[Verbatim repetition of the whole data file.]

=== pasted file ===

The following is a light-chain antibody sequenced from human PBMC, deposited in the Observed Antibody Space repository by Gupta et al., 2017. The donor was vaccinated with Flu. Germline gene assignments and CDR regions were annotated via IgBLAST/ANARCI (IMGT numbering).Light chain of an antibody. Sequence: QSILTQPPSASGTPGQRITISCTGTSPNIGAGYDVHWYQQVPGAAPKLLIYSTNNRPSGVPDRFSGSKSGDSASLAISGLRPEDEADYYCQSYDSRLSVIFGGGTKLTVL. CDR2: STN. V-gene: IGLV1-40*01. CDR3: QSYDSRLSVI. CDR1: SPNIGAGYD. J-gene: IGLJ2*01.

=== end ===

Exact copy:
The following is a light-chain antibody sequenced from human PBMC, deposited in the Observed Antibody Space repository by Gupta et al., 2017. The donor was vaccinated with Flu. Germline gene assignments and CDR regions were annotated via IgBLAST/ANARCI (IMGT numbering).Light chain of an antibody. Sequence: QSILTQPPSASGTPGQRITISCTGTSPNIGAGYDVHWYQQVPGAAPKLLIYSTNNRPSGVPDRFSGSKSGDSASLAISGLRPEDEADYYCQSYDSRLSVIFGGGTKLTVL. CDR2: STN. V-gene: IGLV1-40*01. CDR3: QSYDSRLSVI. CDR1: SPNIGAGYD. J-gene: IGLJ2*01.